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What is a Stock Exchange?

The phrase actually has a dual meaning. First, it refers to the trading of stock between buyers and sellers. Second, it refers to the place where such transactions take place. A stock exchange may be housed in a building or, in the alternative, it may be a computer-driven network.

The New York Stock Exchange (NYSE) is one of the most widely recognized stock exchanges. The NYSE is the largest, as well as the oldest, stock exchange in the United States. Trading on the NYSE takes place on a large trading floor. On the trading floor, representatives of various brokerage firms engage in auction style trading. In order for a stock to meet the requirements for trading on the NYSE, it must first meet certain requirements, including: minimum listing requirements, a specified amount of market capitalization, and other requirements. Even if a company meets the requirements for listing on the NYSE, the company is not guaranteed a spot on the exchange. Once a company meets the requirements, the NYSE makes the determination as to whether to list the company after it makes a careful examination to ensure the stability of the company. On the NYSE, trading begins promptly at 9:30 a.m. EST. The day ends at 4:00 p.m. when the well is rung from the podium.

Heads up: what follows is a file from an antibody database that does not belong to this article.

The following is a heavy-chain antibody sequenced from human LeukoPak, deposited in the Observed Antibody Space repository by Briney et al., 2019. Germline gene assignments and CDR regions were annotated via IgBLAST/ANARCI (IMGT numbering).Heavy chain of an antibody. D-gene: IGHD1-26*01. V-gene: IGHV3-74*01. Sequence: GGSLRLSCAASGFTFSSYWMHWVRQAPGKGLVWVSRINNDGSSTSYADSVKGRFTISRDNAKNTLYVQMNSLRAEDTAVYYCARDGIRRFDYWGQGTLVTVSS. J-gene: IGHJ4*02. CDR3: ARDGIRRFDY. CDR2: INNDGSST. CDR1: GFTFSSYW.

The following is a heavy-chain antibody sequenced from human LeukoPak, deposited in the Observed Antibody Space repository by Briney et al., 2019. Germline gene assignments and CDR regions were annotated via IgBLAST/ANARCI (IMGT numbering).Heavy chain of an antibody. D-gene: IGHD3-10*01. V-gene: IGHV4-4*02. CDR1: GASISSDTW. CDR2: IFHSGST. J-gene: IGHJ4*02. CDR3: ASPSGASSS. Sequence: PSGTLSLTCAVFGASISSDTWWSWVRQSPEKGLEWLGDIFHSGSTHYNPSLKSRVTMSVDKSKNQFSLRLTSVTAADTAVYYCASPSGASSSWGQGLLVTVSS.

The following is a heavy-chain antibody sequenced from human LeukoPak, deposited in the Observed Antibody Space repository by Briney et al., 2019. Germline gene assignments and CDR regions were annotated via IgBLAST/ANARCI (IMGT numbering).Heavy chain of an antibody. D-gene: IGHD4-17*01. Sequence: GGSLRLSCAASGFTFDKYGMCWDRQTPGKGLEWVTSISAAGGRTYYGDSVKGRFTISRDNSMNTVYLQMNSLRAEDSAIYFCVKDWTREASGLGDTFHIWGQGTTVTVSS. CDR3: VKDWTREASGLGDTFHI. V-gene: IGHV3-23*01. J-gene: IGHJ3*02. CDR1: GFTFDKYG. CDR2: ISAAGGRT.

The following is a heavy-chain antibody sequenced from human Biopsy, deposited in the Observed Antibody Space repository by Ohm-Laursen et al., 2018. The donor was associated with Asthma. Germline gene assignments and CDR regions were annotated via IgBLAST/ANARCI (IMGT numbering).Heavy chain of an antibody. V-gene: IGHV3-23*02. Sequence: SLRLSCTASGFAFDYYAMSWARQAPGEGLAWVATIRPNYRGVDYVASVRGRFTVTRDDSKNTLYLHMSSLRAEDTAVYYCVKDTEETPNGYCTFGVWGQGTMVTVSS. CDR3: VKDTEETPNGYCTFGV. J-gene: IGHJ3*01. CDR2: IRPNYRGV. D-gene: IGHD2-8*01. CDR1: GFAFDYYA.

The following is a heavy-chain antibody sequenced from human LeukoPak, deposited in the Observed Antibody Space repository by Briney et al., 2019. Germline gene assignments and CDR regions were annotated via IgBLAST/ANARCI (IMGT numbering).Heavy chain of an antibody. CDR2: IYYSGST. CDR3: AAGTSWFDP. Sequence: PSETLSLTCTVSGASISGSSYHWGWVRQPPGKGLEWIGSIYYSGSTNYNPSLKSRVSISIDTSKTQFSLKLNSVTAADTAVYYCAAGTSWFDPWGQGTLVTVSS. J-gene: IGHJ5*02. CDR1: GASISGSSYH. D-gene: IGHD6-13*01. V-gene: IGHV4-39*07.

The American Stock Exchange (AMEX) first began as an alternative to the NYSE. The AMEX operates in a manner similar to the NYSE with trading taking place in a physical location. Generally speaking, the AMEX lists the stock of mid-cap and small-cap companies, whose stock fails to meet the strict requirements for listing on the NASDAQ.

In 1971, the world’s first electronic market opened. It is known as NASDAQ (short for the National Association of Securities Dealers Automated Quotation System). On NASDAQ, thousands of shares of stock are traded each day by way of computer and telephone. The style of trading in place on NASDAQ is an open market system, with multiple dealers. NASDAQ is unique among the major United Stock exchanges in that it does not have a physical trading floor where buyers and sellers come together.

In addition to the major United States stock exchanges, there are a handful of regional exchanges in operation in the United States, including: the Boston Stock Exchange, the Chicago Stock Exchange, the Pacific Stock Exchange, and the Cincinnati Stock Exchange.

Furthermore, there are stock exchanges in operation in foreign countries as well. They include: the Geneva (Swiss) Stock Exchange, the London Stock Exchange, the Helsinki Stock Exchange, the Nikkei Stock Exchange in Japan, the New Zealand Stock Exchange, the Australian Stock Exchange, the Tel Aviv Stock Exchange, and many others.


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